Biodiversity Heritage Library

Notes from William Brewster: Summer Thrushes

This post is part of a series on the collection of ornithologist William Brewster (1851-1919) at the Ernst Mayr Library, written by Elizabeth Meyer, library project assistant.

William Brewster’s summertime journals are filled with birdsong: he noted which species were singing, when, and, to the best of his ability, what those songs sounded like. This left us some beautiful nature writing that also provides some insight on the scientist's emotional connection to his work and study sites. Here are two passages...

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Digging into the personal writings of a 19th century ornithologist

This post is part of a series on the collection of ornithologist William Brewster (1851-1919) at the Ernst Mayr Library, written by Elizabeth Meyer, Library Project Assistant. It is also published on the Biodiversity Heritage Library blog.

Tuesday, June 12, 1866 
A.M. pleasant P.M. cloudy. Studied part of P.M. Went to circus in evening & saw a...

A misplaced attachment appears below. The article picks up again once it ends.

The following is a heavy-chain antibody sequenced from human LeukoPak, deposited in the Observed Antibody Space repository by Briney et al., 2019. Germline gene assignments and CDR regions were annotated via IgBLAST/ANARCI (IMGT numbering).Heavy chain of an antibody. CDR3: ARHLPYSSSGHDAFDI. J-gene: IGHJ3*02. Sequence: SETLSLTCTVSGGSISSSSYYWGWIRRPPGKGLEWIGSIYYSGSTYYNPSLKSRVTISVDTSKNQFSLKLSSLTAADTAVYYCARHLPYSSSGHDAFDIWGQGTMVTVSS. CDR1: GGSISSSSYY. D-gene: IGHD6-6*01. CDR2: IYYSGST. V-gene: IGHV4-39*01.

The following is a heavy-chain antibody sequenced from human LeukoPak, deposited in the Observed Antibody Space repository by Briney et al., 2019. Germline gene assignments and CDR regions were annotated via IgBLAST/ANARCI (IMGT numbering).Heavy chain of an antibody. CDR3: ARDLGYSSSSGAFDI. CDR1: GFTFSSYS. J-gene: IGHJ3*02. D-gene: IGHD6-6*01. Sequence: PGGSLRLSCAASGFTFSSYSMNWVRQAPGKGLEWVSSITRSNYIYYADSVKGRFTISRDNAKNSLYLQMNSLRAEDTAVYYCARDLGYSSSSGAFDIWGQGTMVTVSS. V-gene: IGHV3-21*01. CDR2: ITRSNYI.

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BHL Update - June 2016

As of the end of June, 2016, the Ernst Mayr Library has digitized and contributed over 9300 volumes (3,162,725 pages) to the Biodiversity Heritage Library (BHL). Contained within these pages are 11,966,599 instances of indexed species names. Since the first volumes were uploaded to BHL in December, 2007, Ernst Mayr Library items have been accessed a total of 7,040,287 times. Monthly usage now consistently exceeds 100,000 downloads with June, 2016 showing a total of 171,499...

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Notes from William Brewster: Ornithologists in the Courtroom

In March 1886, one deacade before the Massachusetts Audubon Society for the Protection of Birds had organized, William Brewster wrote three letters to fellow ornithologist George Sennett, describing an early attempt to pass bird protection legislation in Massachusetts.

Brewster, who would become the Massachusetts Audubon Society’s first president and a co-founder of the American...

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Celebrating Louis Agassiz, founder of the MCZ

Naturalist, educator, and founder of the Museum of Comparative Zoology, Jean Louis Rodolphe Agassiz was born on May 28, 1807, in Môtier, Switzerland, the oldest son of prominent pastor Rodolphe Agassiz and Rose Mayor Agassiz. Growing up near Lake Morat, Louis was fascinated by fish, catching them barehanded along with his brother Auguste. Louis was determined to study science, although his family encouraged him to pursue medicine. He studied at the Universities of Munich, Heidelberg, and Erlangen, earning a Ph.D. in 1829 and an M.D. in 1830. His 1829 publication...

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